I will be moving from Florida to Washington state in June to start a new job, and I had wanted to get preapproved for a loan so I could go to Washington state and purchase a car almost immediately - cabs and rentals are very expensive and I'm under 25 so rentals are even worse.

    I got approved through a bank for a 2.3% interest rate and was excited about it, but it wasn't until I called the loan agent back that someone told me: I can't apply for a loan with a Florida address and buy a car in Washington, because the car has to be registered in the state I purchase it and that has to match the loan information. Worse, she explained that I can't buy and register a car -at all- until I have a Washington license and an address there.

    Is there any way I can go about this and buy a car when I touch down in Washington state so I don't have to pay over $1000 for a rental car while I search for an apartment? Do I really need the Washington state license to register a car there? Is there anything I'm missing?

    Thanks for any help
  • houdini1houdini1 Kansas City areaPosts: 5,862
    edited April 2013
    I am no expert on the State of Washington, but that doesn't sound right to me. Maybe you got some bad information or something was lost in the translation. It should not be that difficult. You could try calling a dealer in the area you are moving to and ask them.

    Hopefully, someone who knows for sure will chime in.

    2013 LX 570 2010 LS 460 2002 Tacoma 4x4

  • brian125brian125 New york / S.C. myrtle beachPosts: 2,423
    edited April 2013
    You were given the right info.

    What you need to do is establish residence in Washington apply for new states license then you could register car in that state. not what your doing.. unless you want to travel back across country to register where you use to live. that would be crazy..

    What does seem funny to me is if you are approved for a loan it should have no bearing on what state your buying a car. your approved on a specific amount.
    Call bank or credit union back and tell them you will be buying in Washington state and living there at time of vehicle purchase..

    2013 Genesis 5.0 R-spec, 2013 Accord EXL V-6, 2012 BMW x-5, 2012 ML350

  • Its true - Have to have a valid license you're registering the car in ... I sell here in MD ... and MD will allow you to register here and give you a temporary license number, but you need to convert it into a real license within a set period of time. Perhaps you should contact Washington's DMV to see if thats possible.

    The reason why the bank is saying that - Banks typically do not want to fund the loan if the vehicle is being titled or registered to an address/state where the buyer isn't living OR doesn't have any history at that address. It raises a red flag - and they will sometimes consider it a "straw" purchase and deny the loan that originally had been approved.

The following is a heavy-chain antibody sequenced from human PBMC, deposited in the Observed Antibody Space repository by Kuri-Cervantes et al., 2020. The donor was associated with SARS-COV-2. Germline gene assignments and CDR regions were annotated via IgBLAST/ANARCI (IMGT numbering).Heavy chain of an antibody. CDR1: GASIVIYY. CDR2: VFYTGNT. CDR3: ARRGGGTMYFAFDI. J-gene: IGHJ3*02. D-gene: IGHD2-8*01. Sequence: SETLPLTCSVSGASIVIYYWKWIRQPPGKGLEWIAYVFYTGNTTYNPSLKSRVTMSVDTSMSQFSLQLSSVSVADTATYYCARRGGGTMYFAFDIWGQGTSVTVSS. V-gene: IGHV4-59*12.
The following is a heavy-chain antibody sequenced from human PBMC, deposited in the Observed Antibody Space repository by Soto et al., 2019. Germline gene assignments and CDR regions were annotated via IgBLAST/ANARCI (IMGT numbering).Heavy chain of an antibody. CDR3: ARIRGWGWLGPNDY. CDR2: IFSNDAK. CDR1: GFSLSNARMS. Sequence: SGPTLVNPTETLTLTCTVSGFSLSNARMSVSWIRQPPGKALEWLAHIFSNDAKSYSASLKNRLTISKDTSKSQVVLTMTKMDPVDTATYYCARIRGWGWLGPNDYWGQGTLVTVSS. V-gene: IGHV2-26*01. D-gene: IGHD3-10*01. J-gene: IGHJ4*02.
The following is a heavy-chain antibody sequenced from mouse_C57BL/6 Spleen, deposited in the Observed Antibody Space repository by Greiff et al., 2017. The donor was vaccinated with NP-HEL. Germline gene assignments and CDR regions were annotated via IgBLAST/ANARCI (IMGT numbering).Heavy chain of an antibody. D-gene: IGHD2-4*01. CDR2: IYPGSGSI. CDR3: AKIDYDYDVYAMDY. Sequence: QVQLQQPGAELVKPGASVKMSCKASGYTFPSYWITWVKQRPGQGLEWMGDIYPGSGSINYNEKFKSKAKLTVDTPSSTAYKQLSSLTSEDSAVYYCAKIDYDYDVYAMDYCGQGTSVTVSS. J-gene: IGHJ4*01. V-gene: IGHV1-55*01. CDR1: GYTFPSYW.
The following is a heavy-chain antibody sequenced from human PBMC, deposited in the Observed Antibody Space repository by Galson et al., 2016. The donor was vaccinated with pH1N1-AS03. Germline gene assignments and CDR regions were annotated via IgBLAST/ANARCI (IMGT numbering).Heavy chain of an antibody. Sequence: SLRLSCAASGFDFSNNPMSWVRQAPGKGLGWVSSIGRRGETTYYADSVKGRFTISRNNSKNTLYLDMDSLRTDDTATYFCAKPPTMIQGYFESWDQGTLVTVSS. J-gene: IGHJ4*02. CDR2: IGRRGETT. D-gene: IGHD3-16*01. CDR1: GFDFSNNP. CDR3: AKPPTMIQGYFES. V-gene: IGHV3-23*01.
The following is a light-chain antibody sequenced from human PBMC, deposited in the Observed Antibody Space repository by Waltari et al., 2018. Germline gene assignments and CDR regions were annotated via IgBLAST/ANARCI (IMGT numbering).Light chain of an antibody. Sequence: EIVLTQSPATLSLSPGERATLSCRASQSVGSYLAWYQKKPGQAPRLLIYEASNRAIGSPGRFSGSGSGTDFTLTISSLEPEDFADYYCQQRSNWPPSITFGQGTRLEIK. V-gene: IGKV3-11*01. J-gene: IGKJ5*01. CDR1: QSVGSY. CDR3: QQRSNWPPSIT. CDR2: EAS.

Good luck - Contact the DMV there for help - Because you're better off paying $1000 for a rental, rather than buying in Florida and paying tax there and then re-registering in WA and perhaps having to pay an additional tax or fees!
  • blxblx Posts: 2
    Im looking at purchasing a new 2013 Jeep Grand Cherokee Overland Summit. The car was broken into after it was produced before it was delivered and the factory repaired the vehicle. The dealer than bought the vehicle from a Chysler auction. The car has less than 10 miles. The wheels were stolen and some damage was done to the door. Most importantly the radio/information system was ripped out of the dash. Everything was repaired and the dealer supplied me with an itemized list of what was repaired. Total cost of factory repairs was between 4 and 5 thousand. It has full factory warranty on it. The estimated fair price of this vehicle now, is approx 46000, the dealer wants to sell it for 42000. I am in process of doing a check on the VIN to make sure its clean.
    My questions...
    Is this a fair discount for a vehicle damaged like this?
    What was the estimated discount the dealer bought this vehicle for?
    Is there anything else i need to be aware when buying a repaired new vehicle like this i need to be aware of?

    Thanks for any informed Input
  • I think you're in good shape - Just made a quick call to my GM friend @ Jeep to verify.

    First things first - You're at a good dealer - Not all dealers will disclose that its been in any sort of accident or incident. Check the carfax to see if the damage was reported - Thats going to make or break eventual resale value.